I've read a bunch of threads on botulism risks in various foods, but had a specific question about a recipe I sometimes use.

This is for a pizza sauce. The recipe calls for:

1 can (28 oz) of crushed tomatoes 2 cloves of garlic, minced 1.5 teaspoons of salt 2 tablespoons of olive oil

One just mixes everything together. No cooking. The recipe says you can leave it in the fridge covered for up to a week. But I was wondering: if I put this in a plastic bowl, filled halfway, cover it tightly with Saran-wrap and then leave it in the fridge for a week, can it grow botulism because of the mixture of garlic and a small amount of olive oil? Is a half filled bowl considered anaerobic because the garlic would be completely submersed in the tomato / oil mixture? I've read that tomatoes may not have a low-enough pH to inhibit botulism growth. Even though it would get cooked at a high temperature in the oven later on, I still wouldn't want to take any chances, so am curious if there's any risk with this.

I appreciate any advice you may have! Many thanks.

  • For what it's worth, I noticed that the canned tomatoes I use have "citric acid" added to them.
    – pizza fan
    May 19, 2018 at 18:37
  • I suspect but cannot verify the USDA would probably be inclined to say 3-4 days rather than a week but that may be splitting hairs a bit. Botulism is real, but rare and the risks increase rapidly with time. Consider though glass rather than plastic to insure porous plastic does not increase risk as a thought.
    – dlb
    Jan 17, 2019 at 17:46

3 Answers 3


First, a little context...botulism is extremely rare...only 145 cases in the US in 2015, and of those, only 15% were food borne according to the CDC. You do need to be aware and careful, but not fearful. There are lots of easier ways to get sick and die.

Secondly, the risk is higher in low acid vegetables (pH of 4.6 or higher). Garlic is an example of a low acid vegetable, but canned tomatoes range from 3.5 to 4.7 on the pH scale (the lower the number, the higher the acidity). Adding lemon, of course increases the acidity, but also impacts the flavor.

Third, colstridium botulinum spores are very heat tolerant. You need at least 241 degrees F to kill them. So, boiling, or a quick saute, would eliminate any toxins present, but would not eliminate spores. Cooking your tomato sauce makes it immediately safer (you have eliminated potential toxins), but not from the standpoint of eliminating the spores, because you will never get it to that temperature on your stove or in your oven. That is why pressure canning (where you can achieve higher temperatures) or pickling (higher acidity preparations) or high sugar preserving are used. These techniques all reduce the risk.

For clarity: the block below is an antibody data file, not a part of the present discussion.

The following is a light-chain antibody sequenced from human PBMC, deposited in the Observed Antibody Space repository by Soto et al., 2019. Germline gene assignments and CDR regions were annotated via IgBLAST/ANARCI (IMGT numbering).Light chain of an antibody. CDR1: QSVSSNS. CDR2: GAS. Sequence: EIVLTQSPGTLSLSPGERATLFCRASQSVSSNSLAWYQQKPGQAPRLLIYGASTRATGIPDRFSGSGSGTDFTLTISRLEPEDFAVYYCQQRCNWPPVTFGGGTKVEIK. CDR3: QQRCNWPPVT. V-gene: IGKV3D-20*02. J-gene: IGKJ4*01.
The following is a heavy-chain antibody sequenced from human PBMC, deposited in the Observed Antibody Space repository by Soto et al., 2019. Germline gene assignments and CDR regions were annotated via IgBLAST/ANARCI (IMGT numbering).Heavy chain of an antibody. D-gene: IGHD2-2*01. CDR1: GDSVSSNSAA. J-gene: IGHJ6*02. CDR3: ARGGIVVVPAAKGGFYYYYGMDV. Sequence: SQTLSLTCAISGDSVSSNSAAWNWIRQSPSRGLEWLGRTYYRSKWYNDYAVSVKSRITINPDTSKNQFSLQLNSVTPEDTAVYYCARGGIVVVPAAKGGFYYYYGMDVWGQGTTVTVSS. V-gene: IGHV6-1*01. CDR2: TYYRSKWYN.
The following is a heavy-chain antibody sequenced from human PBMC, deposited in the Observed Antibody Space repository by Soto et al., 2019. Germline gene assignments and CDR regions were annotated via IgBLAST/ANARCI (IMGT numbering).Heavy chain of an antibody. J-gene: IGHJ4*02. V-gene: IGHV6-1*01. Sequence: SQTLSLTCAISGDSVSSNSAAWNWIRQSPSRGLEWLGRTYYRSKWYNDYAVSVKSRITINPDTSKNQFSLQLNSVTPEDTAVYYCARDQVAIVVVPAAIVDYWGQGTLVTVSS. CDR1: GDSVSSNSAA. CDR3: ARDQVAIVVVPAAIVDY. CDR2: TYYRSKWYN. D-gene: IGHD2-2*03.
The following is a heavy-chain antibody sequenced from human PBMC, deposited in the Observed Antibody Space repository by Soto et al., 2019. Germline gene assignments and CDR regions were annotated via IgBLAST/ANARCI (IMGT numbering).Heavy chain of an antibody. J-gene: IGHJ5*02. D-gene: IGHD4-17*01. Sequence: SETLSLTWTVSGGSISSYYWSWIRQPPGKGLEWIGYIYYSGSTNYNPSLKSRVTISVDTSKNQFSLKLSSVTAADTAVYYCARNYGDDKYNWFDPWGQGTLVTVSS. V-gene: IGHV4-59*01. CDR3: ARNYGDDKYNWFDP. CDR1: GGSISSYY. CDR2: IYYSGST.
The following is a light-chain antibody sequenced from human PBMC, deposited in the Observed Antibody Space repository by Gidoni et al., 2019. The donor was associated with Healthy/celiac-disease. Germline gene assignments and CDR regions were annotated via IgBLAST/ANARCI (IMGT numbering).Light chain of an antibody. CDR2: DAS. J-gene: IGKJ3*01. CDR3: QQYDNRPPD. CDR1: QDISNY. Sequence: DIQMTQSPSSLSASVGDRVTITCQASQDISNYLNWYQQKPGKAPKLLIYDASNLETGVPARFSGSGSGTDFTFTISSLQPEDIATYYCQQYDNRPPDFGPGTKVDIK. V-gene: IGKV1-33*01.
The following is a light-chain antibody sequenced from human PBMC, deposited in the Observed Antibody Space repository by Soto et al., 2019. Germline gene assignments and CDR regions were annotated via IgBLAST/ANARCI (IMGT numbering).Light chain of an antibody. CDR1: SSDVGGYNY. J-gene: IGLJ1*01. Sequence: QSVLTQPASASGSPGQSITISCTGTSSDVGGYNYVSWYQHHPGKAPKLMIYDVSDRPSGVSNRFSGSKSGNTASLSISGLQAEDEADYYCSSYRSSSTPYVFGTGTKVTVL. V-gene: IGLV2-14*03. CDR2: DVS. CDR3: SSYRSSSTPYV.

Even with all of the risks accounted for, a week in the fridge, makes sense...probably not much more. I would make that sauce and feel comfortable with it for about a week...even better if it was being cooked, such as on your pizza. I would probably discard after a week or so.

  • Botulism cannot grow below 4C. Botulism is only a risk for food that is claimed to be shelf stable. However, it can spoil from many other sources as well, just as anything may spoil in a fridge. May 23, 2019 at 6:10

I really don’t think you need to worry about botulism, unless it was already present in your canned tomatoes. If you are worried, though, add 1 or 2 tsp of bottled lemon juice (bottled, not fresh, because bottled lemon juice has a uniform pH level). That’s what you do when canning tomatoes or pasta sauce at home.

Alternately, even though the recipe is no-cook, you could always give it a good boil before you store it!

  • 1
    Regarding the "good boil before you store it": pizza fan specifies that the sauce will be cooked at high temperature later on on the pizza. His question is not about storing the uncooked sauce long-term. He merely mentions that it can be kept "in the fridge for a week". This doesn't seem to be any different from any other uncooked food which may contain botulism spores/organisms which do exist in our natural environment. Boiling will kill the living organisms, and adults can cope with b. spores. Poisoning happens when you let the spores go rampant in a friendly environment, & eat w/o cooking
    – Lorel C.
    May 19, 2018 at 16:48

The problem with this recipe and its directions is the raw garlic and letting the bacteria incubate for a week.

Because of the low acid and low temperature, there is a very slight risk, but it is still a risk

Saute the garlic in the oil and you'll eliminate that risk. Or, add the garlic just prior to serving


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